Atticus Riot took a bullet to his head the day his partner was killed. Three years later, Riot returns to San Francisco to put his ghosts to rest, but the abduction of an heiress snags his attention. Two ransom demands are delivered, and the husband of the abducted Isobel Kingston is hiding the truth.
The clock is ticking. Can Riot find Mrs Kingston in time, or will she become one more regret among many?
I stopped reading this book a couple of weeks ago. It just wasn’t holding my interest. I’ve been so busy that I hadn’t been able to sit down and write a review, so I’m fuzzy on the details, but I do recall not caring for the characters. I also didn’t care for how point of view not only shifted from the detective to the victim, but went back in time a week. It felt disjointed.
Since I waited so long to do my review, I can’t give it a score as I normally would. I’ll just call it a 2.5 overall.
I mentioned in my OneWord post that I would be focusing more on non-fiction Christian books in the new year, and I wanted to share some of the books I plan to read.
Her-Story is a devotional. Each day of the year, you learn about a woman from the Bible or Christian history who had a love for Jesus. I’ll be reading this throughout the year.
This is something I’ve wanted to study for a while now, and 2019 is the year. I had to think about how to do this. I wanted to break it up either by one question or chapter per week, but at 107 questions, in 64 chapters, that won’t be possible to complete in a year. So, I’ll be doing two chapters a week, which will give me some wiggle room if anything comes up that I can’t do two in one week.
The rest are books I’ve had on my shelf; some for years, some for just a couple months. Some classics, some modern. Here are the covers:
Have you read any of these? Do you have one waiting on your shelf? Tell me about it in the comments.
The purpose of One Word 365 is to put aside the usual New Year’s resolutions that we never seem to keep. Instead, you pick one word. Just one word that you want to spend the year focusing on and living out… whatever that may mean for you, personally.
I’m a bit early with this for the new year, but I’ve been thinking about it a lot lately.
My One Word for 2019 is devotion.
Our modern dictionaries define devotion as “love, loyalty, or enthusiasm for a person, activity, or cause.”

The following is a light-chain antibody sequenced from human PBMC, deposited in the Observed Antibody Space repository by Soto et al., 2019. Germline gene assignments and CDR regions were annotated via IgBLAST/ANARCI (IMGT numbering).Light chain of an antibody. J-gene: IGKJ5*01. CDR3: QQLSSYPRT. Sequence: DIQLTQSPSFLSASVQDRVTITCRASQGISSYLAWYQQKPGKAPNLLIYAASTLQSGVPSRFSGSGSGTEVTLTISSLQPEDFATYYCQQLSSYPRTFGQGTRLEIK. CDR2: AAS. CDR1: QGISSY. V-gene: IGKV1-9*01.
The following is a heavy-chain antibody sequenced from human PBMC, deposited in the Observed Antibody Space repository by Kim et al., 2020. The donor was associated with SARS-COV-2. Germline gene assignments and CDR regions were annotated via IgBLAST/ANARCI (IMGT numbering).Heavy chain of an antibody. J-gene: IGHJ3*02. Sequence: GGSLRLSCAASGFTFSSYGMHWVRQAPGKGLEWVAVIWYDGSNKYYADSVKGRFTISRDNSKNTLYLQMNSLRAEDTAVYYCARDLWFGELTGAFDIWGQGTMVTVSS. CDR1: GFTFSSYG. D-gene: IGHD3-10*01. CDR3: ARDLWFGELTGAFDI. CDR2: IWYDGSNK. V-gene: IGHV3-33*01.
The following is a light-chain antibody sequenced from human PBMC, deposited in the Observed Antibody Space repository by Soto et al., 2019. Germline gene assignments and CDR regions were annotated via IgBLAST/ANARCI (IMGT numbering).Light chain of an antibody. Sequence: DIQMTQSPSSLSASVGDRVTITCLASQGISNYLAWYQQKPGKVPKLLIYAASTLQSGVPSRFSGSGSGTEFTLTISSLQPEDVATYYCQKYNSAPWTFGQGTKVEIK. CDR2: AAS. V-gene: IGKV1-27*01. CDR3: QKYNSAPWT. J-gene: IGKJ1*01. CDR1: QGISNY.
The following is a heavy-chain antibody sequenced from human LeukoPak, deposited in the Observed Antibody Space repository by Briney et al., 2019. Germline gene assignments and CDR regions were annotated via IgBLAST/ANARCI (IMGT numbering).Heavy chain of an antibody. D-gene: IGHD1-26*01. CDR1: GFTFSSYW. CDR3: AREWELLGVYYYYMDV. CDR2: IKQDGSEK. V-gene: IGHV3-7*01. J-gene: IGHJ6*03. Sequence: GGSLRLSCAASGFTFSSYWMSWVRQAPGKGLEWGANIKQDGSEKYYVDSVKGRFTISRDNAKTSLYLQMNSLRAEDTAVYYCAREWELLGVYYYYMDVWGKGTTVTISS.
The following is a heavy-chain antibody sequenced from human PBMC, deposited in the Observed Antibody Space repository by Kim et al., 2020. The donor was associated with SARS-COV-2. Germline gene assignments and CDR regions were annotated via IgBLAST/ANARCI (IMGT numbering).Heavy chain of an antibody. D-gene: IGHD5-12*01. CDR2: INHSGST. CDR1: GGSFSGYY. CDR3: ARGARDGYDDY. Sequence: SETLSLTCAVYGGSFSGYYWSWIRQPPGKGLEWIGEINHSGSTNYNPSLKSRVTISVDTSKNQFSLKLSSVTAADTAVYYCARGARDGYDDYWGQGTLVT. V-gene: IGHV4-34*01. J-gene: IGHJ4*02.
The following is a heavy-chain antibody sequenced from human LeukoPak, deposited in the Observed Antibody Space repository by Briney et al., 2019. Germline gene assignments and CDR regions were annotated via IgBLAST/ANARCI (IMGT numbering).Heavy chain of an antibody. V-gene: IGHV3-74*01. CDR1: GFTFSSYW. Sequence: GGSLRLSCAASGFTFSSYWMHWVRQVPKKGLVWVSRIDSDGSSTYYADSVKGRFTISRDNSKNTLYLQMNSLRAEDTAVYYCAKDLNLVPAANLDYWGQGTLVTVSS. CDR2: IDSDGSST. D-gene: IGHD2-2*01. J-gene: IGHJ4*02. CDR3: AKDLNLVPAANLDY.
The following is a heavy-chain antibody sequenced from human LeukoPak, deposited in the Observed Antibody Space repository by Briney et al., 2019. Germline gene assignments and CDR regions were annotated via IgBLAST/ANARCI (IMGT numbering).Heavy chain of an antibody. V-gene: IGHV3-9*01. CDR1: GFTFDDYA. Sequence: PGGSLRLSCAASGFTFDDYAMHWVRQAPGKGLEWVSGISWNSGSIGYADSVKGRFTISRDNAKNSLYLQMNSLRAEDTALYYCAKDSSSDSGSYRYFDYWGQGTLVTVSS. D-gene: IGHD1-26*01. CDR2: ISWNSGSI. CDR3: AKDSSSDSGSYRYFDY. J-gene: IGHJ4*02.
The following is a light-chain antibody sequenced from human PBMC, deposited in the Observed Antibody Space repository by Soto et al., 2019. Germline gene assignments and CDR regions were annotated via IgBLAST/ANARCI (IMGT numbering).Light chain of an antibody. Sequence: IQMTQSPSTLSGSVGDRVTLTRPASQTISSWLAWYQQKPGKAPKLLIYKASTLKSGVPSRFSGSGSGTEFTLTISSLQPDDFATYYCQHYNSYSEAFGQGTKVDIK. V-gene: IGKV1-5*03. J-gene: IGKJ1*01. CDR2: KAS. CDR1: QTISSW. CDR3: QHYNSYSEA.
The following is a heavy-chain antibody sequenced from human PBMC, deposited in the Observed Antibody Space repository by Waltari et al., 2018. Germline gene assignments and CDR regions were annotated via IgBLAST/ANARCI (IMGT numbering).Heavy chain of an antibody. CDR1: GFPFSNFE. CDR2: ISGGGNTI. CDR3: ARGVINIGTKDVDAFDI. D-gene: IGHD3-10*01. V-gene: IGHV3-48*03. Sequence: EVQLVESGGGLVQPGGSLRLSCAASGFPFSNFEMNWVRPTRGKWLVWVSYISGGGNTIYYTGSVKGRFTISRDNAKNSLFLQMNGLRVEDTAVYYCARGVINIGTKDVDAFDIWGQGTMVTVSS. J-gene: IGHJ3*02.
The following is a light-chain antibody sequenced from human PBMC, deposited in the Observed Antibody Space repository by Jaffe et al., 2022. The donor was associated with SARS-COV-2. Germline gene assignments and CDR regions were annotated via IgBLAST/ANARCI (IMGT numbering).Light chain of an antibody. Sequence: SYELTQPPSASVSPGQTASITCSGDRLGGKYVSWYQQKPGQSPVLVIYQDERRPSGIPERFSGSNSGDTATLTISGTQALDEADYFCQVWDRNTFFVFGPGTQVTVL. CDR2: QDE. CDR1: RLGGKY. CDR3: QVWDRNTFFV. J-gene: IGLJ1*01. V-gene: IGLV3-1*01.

According to the Expository Dictionary of Bible Words, there are three Greek New Testament words that are translated as “devout.” Two of these words are adjectives which “describe those who are godly, whose lives are characterized by whole-hearted, pure worship of God.” The third is a verb meaning “worship,” but is used three times to mean “God-fearing ones.”
2018 has been a year of spiritual growth for me. I faced a surgery with a peace that I know could only have come from God, and that I know I didn’t possess just a couple of years ago. I find myself at peace and content in situations that, in the past, would have left me frustrated and angry. I’m in church again after a lifetime of spotty attendance at random places, and I’ve never felt so at home. I owe God so much, and that starts with my devotion.
I’ll be cutting back on reading fiction in 2019 to focus more on books about God, faith, and the Christian life. I’m also limiting myself to one book at a time so I can truly focus.
Do you have a One Word for 2019? Drop a comment below and tell me what it is. If you have a blog post about it, leave me a link.
Charles Dickens is well-known in London. People greatly anticipate his next story, until his latest book all but flops. His publishers are concerned, and push him to write a Christmas story in just a matter of weeks. But with the holiday so close, a new baby, and children too young to grasp the idea of money troubles, Dickens is in no mood for a Christmas story.
A Christmas Carol is one of my favorite stories. I try to read it every year. Dickens is also a favorite of mine. So, you can imagine how badly I wanted to enjoy this book. Sadly, I didn’t. I got just under page 60 before I stopped. It just wasn’t holding my interest. It was very slow-moving. His wife and kids were mildly irritating. And I just couldn’t imagine the rest of the story getting any better.
1) Overall Plot = 2.5 2) Characters = 3 3) Flow/Pace of the story = 2.5 4) Is the story easy to follow? = 4.5 5) Overall Enjoyability = 2.5